Introducing Online Safety to the Primary Classroom – Considerations for Teachers
Pupils are increasingly accessing the internet and digital technologies from a younger age, and the online world is very much part of their lives. The internet and digital media provide children with many benefits including helping them to communicate, learn and create, but it also presents challenges. Schools and teachers play a vital role in engaging children in online safety and helping them to develop key digital literacy skills that will equip them with the knowledge to use the internet and technology in a safe and effective way.
Introducing online safety to the primary school classroom will help pupils to develop the skills to use technology safely and responsibly, and provide them with the opportunity to make the most of the benefits it provides.
When introducing online safety to the primary school classroom here are some considerations for teachers to take into account.
Ascertain Pupil’s Levels of Engagement with Various Online Tools
Before beginning any discussions on the internet, teachers are advised to ascertain what levels of engagement pupils have with various online tools, and to adapt the delivery of online safety lessons accordingly. For example, a school might survey teachers, parents and/or pupils to find out if they play online games or use messaging apps. Teachers can select from relevant lessons and activities within internet safety programmes to best suit the needs of the class based on their engagement with digital technology. All of the Webwise teaching resources can be accessed here.
Discussing Online Activities
It’s important to recognise that pupil’s level of engagement and experience with digital technologies and the internet will vary. Every family is different, and they will have different rules in place for their children. Given the varying experiences they will have, when discussing internet safety with pupils it is important to focus on the online activity rather than on specific online services. Try to focus discussions on the needs that motivate pupils to use the internet and not on the tools they use to achieve these goals. In general, children use the internet to socialise, to share media, to find information, to play games, to communicate and to learn. Be mindful that children’s engagement with the online world may vary, for example some pupils will have more experience of playing online or using devices to watch online videos, and some may be interested in using social media apps for the first time. Many of them will be haggling with their parents for permission to do this. Your words may be brought home and used as part of these negotiations. In this context, it’s better to talk about “playing online” than “using Roblox or Fortnite”, or “sharing photos” instead of “using Instagram.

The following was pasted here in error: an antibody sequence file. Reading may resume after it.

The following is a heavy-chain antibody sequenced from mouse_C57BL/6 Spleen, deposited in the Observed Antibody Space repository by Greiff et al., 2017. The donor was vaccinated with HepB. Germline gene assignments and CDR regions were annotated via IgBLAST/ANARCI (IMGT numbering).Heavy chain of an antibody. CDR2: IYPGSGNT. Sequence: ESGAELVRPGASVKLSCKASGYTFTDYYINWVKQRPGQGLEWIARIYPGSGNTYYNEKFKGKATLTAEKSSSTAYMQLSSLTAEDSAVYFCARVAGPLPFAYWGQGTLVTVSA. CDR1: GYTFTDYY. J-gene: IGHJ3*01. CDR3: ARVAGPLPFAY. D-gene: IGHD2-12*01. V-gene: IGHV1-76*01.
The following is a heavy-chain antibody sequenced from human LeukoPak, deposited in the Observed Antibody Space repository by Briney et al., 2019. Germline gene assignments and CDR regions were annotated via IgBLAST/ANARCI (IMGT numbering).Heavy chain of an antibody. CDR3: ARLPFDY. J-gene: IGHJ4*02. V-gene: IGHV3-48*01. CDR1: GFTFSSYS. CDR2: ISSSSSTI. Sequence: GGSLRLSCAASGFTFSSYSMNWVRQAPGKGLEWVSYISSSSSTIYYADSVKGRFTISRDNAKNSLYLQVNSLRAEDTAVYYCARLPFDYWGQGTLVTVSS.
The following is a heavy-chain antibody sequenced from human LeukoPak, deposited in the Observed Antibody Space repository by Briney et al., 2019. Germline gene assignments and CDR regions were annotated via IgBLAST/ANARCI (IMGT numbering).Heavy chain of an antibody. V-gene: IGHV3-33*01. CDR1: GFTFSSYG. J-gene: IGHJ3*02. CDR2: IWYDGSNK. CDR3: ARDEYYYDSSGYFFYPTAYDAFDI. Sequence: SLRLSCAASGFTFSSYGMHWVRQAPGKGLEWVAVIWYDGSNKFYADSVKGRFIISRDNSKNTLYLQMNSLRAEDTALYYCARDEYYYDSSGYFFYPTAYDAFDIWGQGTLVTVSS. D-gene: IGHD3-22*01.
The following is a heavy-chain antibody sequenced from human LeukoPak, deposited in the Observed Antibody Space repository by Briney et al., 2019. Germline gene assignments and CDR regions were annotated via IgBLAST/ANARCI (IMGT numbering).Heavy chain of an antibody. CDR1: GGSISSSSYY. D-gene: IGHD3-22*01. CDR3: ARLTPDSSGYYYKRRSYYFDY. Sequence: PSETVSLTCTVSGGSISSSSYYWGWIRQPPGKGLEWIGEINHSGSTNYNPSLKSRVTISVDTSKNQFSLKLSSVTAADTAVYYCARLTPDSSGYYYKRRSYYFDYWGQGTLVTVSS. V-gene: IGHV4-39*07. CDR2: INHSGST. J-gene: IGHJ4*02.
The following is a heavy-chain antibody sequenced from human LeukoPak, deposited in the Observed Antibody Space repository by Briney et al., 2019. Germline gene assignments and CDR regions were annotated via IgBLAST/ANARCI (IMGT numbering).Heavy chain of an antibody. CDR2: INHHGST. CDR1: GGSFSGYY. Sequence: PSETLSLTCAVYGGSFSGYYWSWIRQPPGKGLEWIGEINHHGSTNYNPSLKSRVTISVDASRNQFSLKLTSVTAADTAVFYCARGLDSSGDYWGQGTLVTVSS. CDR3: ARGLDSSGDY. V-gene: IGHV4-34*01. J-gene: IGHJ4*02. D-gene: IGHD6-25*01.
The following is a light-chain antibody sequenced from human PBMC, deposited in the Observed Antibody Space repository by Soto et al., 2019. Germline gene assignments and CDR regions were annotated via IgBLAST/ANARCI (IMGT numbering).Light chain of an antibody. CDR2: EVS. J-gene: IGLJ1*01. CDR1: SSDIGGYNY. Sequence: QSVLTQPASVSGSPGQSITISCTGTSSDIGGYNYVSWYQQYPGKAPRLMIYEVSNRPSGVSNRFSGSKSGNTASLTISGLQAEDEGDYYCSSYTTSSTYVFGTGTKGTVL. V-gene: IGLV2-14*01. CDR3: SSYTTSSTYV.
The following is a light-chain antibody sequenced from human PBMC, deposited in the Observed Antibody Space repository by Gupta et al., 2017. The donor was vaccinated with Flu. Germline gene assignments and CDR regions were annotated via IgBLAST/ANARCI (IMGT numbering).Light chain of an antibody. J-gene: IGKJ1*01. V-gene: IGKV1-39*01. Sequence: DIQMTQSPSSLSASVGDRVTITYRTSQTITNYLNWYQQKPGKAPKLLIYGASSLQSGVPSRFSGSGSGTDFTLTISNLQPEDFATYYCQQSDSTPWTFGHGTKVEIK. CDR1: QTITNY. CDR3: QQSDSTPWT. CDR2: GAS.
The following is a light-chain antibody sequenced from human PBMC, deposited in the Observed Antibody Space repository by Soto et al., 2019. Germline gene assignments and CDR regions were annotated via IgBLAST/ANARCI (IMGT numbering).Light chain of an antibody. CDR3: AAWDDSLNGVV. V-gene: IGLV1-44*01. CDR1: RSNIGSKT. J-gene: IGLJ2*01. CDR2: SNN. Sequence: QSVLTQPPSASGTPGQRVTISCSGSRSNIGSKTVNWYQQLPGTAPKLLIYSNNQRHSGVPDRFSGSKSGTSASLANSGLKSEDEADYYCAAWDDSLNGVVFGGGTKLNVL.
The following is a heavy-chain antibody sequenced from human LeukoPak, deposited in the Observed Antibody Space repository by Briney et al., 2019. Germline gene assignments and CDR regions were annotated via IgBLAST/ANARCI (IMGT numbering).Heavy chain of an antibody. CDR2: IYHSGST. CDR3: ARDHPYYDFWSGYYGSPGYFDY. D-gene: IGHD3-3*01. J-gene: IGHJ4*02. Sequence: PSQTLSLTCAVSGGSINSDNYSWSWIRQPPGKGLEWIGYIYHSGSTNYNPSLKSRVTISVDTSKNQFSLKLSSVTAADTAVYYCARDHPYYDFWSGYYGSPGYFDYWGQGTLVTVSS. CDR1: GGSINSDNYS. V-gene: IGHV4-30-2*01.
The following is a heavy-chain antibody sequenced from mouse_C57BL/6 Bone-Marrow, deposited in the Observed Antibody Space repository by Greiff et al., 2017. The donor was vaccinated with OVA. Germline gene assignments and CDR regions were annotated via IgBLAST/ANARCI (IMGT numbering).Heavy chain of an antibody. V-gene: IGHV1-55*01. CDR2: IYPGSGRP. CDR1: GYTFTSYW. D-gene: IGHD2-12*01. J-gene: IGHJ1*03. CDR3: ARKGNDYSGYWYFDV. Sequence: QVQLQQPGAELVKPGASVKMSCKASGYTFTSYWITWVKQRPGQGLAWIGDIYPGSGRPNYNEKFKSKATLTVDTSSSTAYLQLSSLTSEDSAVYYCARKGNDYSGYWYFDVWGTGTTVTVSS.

Age Restrictions Online – What Do I Need to Know?
Before introducing new technology or apps for learning, it is important to consider the age of the students. Check your school policy, the terms of service, age requirements and appropriateness of the platform.
Most social media platforms and services have a minimum age requirement; for the majority of these services, it is 13 years old and some are set at 16 (WhatsApp). Therefore technically, children under the age of 13 should not have a social media account. However most social media platforms do not have robust age-verifications in place, making it easy for children to sign-up. Under the new E.U General Data Protection Regulation (GDPR), Ireland has now set the Digital Age of Consent to 16 years old. This is the age at which children can legally consent to companies/organisations processing their personal data or information for example when you sign up to an online platform or social media account. For children under the age of 16, consent must be given/authorised by the parent or guardian of the child. For the purposes of data collection, teenagers between the age of 13 and 16 years old must have parental permission to sign-up to social media services.
Age restrictions on online games vary, although most online games have a PEGI Rating. Age ratings are systems used to ensure that entertainment content, such as games, and also films, tv shows or mobile apps, is clearly labelled with a minimum age recommendation based on the content they have. These age ratings provide guidance to consumers, parents in particular, to help them decide whether or not to buy a particular product for a child.